The Malaysian government has expressed “disappointment” at the scrapping of the Maldives’ “legitimate” contract with the GMR-Malaysia Airports Holdings Berhad consortium.
Indian media reported that Malaysian Prime Minister Najib Tun Razak was scheduled to visit New Delhi towards the end of the week and would likely be discussing the matter with Indian Prime Minister Manmohan Singh.
Malaysia’s Consul General in Chennai, Citra Devi Ramiyah, told reporters in Delhi that it was too early to speculate whether MAHB would seek compensation from the Maldivian government, which voided the GMR-MAHB concession agreement and ordered the company to leave by December 7.
The government had earlier dismissed a stay order for the eviction granted by the arbitrators – the Singapore High Court – as an affront to the country’s sovereignty. A day before the end of the seven day notice period, the injunction was dropped on appeal after Chief Justice Sundaresh Menon of the Supreme Court of Singapore declared that “the Maldives government has the power to do what it wants, including expropriating the airport.”
Ramiyah told reporters that the Maldivian government had shown its intention “to do the project on its own and [was] willing to compensate financially. So, it is very early for us to comment.”
Malaysian Minister of International Trade and Industry Seri Mustapa Mohamad was more concerned, according to the Economic Times, and expressed hope that the Maldives would reconsider its decision to evict the investors.
“In Male we have enjoyed very close ties with the previous government for many years. The Maldives is 100 per cent Muslim country. Of course, with the new government the lesson for us is we should be more careful, more due diligent,” Mohamad said.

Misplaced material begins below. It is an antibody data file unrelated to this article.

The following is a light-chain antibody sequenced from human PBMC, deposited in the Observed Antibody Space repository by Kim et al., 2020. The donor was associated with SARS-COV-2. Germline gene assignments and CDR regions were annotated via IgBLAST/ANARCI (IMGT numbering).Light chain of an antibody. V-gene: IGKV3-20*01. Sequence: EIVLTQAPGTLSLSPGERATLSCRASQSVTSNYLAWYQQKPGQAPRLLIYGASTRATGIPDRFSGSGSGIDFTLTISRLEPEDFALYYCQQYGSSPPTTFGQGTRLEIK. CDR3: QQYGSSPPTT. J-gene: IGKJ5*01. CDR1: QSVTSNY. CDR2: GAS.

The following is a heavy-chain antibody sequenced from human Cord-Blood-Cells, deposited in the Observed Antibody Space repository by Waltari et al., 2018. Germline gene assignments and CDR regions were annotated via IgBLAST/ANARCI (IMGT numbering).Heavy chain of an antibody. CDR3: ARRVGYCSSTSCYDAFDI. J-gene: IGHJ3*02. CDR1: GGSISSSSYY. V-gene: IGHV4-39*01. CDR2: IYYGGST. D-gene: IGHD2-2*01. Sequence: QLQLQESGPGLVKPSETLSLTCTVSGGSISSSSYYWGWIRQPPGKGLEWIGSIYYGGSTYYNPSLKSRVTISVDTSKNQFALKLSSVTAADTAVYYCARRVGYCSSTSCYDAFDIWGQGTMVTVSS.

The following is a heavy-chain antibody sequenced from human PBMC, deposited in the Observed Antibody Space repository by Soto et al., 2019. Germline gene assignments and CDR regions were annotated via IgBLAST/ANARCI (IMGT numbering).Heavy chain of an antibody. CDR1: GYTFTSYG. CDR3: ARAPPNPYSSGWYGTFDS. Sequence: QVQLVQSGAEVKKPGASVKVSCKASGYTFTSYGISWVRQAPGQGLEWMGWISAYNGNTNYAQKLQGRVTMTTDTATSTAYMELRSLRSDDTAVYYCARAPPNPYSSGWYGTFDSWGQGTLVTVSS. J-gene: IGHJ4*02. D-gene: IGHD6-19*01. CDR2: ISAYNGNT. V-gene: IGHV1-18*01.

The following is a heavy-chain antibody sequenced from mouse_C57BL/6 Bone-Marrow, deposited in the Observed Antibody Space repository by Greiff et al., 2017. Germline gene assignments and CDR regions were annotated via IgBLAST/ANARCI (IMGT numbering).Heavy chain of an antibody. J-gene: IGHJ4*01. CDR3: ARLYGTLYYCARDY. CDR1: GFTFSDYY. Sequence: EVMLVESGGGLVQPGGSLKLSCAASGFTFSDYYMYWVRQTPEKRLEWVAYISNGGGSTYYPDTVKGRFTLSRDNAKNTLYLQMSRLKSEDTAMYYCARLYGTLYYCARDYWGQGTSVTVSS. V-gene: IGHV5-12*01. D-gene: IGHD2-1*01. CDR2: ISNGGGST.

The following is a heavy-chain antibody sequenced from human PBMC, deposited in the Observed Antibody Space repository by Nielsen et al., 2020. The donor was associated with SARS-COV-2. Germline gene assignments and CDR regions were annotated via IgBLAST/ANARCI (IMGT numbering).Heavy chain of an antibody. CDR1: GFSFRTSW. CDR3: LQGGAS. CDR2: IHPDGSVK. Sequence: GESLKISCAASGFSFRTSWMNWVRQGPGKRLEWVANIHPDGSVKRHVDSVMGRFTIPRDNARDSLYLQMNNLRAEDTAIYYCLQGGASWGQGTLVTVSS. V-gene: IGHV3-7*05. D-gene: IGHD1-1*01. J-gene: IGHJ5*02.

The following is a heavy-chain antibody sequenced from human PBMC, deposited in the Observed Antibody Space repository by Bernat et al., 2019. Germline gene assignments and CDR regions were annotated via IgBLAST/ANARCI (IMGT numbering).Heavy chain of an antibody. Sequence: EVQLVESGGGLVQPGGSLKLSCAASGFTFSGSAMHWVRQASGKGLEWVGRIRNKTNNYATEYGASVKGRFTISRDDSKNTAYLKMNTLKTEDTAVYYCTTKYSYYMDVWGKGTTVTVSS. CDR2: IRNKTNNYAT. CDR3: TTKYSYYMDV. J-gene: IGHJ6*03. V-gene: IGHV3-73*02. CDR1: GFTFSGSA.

“We want our investments to be protected. There was a legitimate contract signed. We are disappointed,” he added.
GMR meanwhile handed over the duty free stores today after being ordered to do so by the government.
“GMR has vacated the duty free shops at the airport. So since they’ve cleared their goods, no services will be provided from the shops,” Maldives Airports Company Limited (MACL) Rahmathullah Ashraf told local media.
Andrew Harrison, CEO of GMR Male International Airport – GMR’s side of the voided airport development – dismissed claims in local media that the company had “stripped” the duty free store ahead of the handover.
“We were asked to close duty free by the 17th. It is not true we have stripped duty free. We have destocked and in some cases returned goods to suppliers, or found buyers through appropriate customs procedures,” Harrison said.
GMR had sought a smooth transition after being ordered to handover the airport “as we did not want passengers or carriers to suffer,” he said. “The only area left where we [were] active was duty free.”
GMR staff had begun returning to India, particularly those involved in the construction of the new terminal after the cancellation of the contracts to build it, he said.
The government has not yet declared what it intends to do with the foundations of the abandoned terminal project, built on 60 hectares of reclaimed land on the other side of the airport island.